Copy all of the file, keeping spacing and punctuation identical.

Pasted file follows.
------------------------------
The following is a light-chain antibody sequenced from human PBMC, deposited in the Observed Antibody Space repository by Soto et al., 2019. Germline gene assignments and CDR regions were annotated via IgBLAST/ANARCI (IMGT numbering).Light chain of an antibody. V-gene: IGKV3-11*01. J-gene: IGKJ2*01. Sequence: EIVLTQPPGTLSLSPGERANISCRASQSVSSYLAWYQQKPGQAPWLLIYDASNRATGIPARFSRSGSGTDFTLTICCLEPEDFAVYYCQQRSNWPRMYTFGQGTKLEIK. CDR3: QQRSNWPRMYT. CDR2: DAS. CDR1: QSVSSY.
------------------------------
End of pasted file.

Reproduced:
The following is a light-chain antibody sequenced from human PBMC, deposited in the Observed Antibody Space repository by Soto et al., 2019. Germline gene assignments and CDR regions were annotated via IgBLAST/ANARCI (IMGT numbering).Light chain of an antibody. V-gene: IGKV3-11*01. J-gene: IGKJ2*01. Sequence: EIVLTQPPGTLSLSPGERANISCRASQSVSSYLAWYQQKPGQAPWLLIYDASNRATGIPARFSRSGSGTDFTLTICCLEPEDFAVYYCQQRSNWPRMYTFGQGTKLEIK. CDR3: QQRSNWPRMYT. CDR2: DAS. CDR1: QSVSSY.